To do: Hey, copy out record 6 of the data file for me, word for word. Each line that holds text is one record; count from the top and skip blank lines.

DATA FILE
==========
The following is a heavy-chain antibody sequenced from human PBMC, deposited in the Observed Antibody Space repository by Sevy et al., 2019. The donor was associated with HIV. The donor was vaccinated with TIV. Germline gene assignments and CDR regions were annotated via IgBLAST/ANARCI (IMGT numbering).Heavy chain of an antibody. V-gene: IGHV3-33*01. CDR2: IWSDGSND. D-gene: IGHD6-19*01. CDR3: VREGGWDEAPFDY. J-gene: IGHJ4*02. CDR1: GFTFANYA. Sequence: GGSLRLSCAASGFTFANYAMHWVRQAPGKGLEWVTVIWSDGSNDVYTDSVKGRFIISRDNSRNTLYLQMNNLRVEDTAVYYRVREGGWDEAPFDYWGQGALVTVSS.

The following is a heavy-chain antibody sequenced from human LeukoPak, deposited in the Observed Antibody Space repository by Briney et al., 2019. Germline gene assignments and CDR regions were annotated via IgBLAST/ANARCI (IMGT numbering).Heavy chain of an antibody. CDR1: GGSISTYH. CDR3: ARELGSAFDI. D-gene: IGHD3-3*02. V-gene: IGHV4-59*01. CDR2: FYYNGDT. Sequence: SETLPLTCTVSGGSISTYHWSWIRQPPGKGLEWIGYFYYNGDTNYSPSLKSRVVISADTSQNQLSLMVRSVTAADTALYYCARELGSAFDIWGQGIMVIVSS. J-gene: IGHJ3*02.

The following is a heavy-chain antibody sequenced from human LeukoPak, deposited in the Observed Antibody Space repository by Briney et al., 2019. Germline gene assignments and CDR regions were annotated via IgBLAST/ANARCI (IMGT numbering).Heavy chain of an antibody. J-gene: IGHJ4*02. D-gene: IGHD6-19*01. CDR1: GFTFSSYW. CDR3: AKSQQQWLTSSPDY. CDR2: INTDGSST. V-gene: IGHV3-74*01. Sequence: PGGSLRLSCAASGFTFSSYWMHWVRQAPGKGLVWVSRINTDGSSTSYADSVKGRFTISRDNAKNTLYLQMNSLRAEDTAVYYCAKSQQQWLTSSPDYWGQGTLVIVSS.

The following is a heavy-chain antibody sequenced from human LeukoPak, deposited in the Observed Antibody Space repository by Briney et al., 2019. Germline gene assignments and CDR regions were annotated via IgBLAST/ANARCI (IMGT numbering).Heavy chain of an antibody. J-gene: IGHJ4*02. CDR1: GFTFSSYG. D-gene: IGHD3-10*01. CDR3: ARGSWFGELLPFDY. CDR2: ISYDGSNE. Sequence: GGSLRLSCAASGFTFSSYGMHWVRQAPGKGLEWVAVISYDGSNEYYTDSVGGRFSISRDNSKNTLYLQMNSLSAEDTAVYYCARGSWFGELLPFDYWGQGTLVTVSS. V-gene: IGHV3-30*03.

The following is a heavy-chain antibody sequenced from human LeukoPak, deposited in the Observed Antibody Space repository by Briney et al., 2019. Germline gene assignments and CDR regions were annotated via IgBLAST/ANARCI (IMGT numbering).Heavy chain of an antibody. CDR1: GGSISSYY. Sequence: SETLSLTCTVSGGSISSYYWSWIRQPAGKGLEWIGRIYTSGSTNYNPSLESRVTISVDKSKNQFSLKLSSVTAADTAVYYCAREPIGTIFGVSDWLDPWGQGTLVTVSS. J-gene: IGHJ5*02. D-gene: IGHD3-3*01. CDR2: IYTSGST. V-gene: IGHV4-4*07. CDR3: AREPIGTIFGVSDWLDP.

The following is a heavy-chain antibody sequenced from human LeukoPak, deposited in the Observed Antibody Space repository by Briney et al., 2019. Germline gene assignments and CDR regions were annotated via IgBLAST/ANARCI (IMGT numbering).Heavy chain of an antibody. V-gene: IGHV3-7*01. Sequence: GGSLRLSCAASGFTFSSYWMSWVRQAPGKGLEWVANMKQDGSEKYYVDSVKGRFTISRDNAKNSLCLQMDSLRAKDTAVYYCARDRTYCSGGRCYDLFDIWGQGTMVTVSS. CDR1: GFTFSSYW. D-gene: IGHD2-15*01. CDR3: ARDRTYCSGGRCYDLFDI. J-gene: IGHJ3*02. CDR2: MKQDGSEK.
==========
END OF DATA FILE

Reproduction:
The following is a heavy-chain antibody sequenced from human LeukoPak, deposited in the Observed Antibody Space repository by Briney et al., 2019. Germline gene assignments and CDR regions were annotated via IgBLAST/ANARCI (IMGT numbering).Heavy chain of an antibody. V-gene: IGHV3-7*01. Sequence: GGSLRLSCAASGFTFSSYWMSWVRQAPGKGLEWVANMKQDGSEKYYVDSVKGRFTISRDNAKNSLCLQMDSLRAKDTAVYYCARDRTYCSGGRCYDLFDIWGQGTMVTVSS. CDR1: GFTFSSYW. D-gene: IGHD2-15*01. CDR3: ARDRTYCSGGRCYDLFDI. J-gene: IGHJ3*02. CDR2: MKQDGSEK.